The Federal Communications Commission has called for comment on proposed rules intended to prevent interference between Sirius XM radio (SIRI) and wireless broadband in the 2.3 GHz band area. But when Sirius XM asked for a one week extension on the comment deadline, the organization representing the various wireless companies blasted the request.
“At virtually every critical turn in these proceedings, the strategy of Sirius XM Radio Inc. has been the same – delay, delay, delay,” charged a representative of the WCS (Wireless Communications Services) Coalition on Wednesday:
“That is hardly surprising, as Sirius XM has little to gain by adoption of final rules. While those rules will provide Sirius XM with its first permanent authority to operate terrestrial repeaters, those rules are likely to require Sirius XM to modify the terrestrial repeater network that it has been operating pursuant to STAs [Special Temporary Authority permits] for almost a decade, something it consistently has resisted doing. And, adoption of the new rules will subject Sirius XM to new competition from WCS-enabled mobile broadband that provides the public with mobile access to free services like Pandora, Slacker and a range of Internet radio services that largely duplicate, if not improve upon, Sirius XM’s offerings.”
We’ve been following this controversy for a while here at RS. The problem is that licenses in the WCS band and Sirius XM’s SDARS band are scrunched pretty close together, and the FCC worries that SDARS terrestrial repeaters could cause interference to WCS operations. WCS represents Comcast (CMCSA), AT&T, NextWave (WAVE) and other companies that want to launch WiMAX mobile services in their portion of the 2.3 GHz zone.
According to the FCC, its proposed rules “would codify technical and licensing provisions for SDARS terrestrial repeaters. The draft rules also address concerns raised by the National Association of Broadcasters (NAB) about the use of terrestrial repeaters to originate local programming other than that provided by the satellite network directly to SDARS subscribers.”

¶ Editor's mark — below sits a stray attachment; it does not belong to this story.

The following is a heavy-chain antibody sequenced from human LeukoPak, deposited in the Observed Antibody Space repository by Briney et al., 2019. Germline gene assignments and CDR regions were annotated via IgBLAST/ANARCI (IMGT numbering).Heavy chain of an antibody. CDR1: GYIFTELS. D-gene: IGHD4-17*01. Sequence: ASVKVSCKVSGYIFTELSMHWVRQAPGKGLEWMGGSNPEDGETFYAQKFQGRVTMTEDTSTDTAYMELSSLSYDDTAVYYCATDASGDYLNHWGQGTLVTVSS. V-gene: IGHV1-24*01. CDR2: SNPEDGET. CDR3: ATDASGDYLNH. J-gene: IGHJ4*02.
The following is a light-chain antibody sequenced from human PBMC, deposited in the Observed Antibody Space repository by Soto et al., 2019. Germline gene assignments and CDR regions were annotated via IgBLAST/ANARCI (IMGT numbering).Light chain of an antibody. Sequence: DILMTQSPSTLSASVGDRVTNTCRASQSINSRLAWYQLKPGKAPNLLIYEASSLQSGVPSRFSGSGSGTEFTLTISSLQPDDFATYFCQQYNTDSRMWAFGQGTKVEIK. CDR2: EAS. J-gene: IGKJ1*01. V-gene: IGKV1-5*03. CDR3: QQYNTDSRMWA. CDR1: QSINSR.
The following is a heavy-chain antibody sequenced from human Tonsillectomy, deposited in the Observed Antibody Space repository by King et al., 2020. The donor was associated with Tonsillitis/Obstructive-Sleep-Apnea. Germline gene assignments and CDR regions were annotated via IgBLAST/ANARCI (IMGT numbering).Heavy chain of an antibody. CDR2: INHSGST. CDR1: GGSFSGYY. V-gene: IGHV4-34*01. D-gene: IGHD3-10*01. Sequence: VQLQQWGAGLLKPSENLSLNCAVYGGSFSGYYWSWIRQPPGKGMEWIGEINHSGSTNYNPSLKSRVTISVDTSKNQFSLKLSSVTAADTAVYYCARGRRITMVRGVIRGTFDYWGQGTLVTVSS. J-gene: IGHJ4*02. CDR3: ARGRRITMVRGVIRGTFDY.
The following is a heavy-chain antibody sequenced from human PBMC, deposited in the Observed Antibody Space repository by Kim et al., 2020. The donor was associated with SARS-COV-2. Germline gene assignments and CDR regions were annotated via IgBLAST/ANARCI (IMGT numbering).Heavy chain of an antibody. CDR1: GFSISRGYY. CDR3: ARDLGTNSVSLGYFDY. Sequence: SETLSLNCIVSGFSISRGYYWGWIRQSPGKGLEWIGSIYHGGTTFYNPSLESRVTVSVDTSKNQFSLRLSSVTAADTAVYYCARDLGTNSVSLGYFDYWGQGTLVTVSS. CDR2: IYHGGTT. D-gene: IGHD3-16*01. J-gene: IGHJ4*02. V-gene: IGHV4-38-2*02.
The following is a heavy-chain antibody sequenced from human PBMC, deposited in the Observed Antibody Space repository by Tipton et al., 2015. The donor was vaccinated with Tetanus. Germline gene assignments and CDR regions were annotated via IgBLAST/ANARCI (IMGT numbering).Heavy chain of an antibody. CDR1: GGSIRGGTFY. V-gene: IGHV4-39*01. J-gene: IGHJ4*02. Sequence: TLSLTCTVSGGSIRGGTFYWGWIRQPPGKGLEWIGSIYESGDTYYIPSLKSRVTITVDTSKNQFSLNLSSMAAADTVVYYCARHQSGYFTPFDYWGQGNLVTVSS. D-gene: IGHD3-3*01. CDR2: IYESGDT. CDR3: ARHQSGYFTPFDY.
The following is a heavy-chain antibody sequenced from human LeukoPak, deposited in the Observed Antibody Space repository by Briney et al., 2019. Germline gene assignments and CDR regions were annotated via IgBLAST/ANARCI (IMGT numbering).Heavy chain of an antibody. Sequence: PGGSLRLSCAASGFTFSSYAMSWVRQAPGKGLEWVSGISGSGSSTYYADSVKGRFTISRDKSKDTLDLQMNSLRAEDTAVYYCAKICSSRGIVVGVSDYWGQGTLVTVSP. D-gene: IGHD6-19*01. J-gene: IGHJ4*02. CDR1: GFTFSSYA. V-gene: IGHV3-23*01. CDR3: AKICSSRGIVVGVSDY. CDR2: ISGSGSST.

WCS summarizes the proposals as follows:
First, the staff proposes to restrict the power level at which base stations and mobile devices can transmit, suggesting benchmarks that have been the topic of extensive discussion by all parties, including Sirius XM, for years. Second, it would require that WCS mobile devices employ transmit power control, a proposal that has been commented upon by Sirius XM numerous times since it was first advanced by the WCS Coalition. Third, the staff proposes to ban WCS mobile devices from the 5 MHz of WCS spectrum closest to the Sirius XM allocation, creating the very sort of guardband that Sirius XM has previously advocated. Fourth, it proposes to adopt the very same out-of-band emission limits for WCS mobile devices that Sirius XM has been addressing since before a draft order in these proceedings was scheduled for adoption at the December 2008 open meeting. Fifth, and finally, the staff proposes duty cycle restrictions on WCS mobile devices. While the recommended duty cycle limit is not one advocated by Sirius XM, Sirius XM was the first to advance the concept of duty cycle as a vehicle for regulating interference and has submitted numerous filings on the implications of duty cycle restrictions.
“In short, none of the techniques advanced in the staff proposal for addressing WCS/DARS interference are new to this proceeding, and there is nothing the staff suggests that justifies further delay,” concludes WCS.
The FCC released a schedule for implementing its National Broadband Plan on Thursday. In indicates that the agency plans to issue an Order on this problem sometime between April and June of this year. In other words, very soon.
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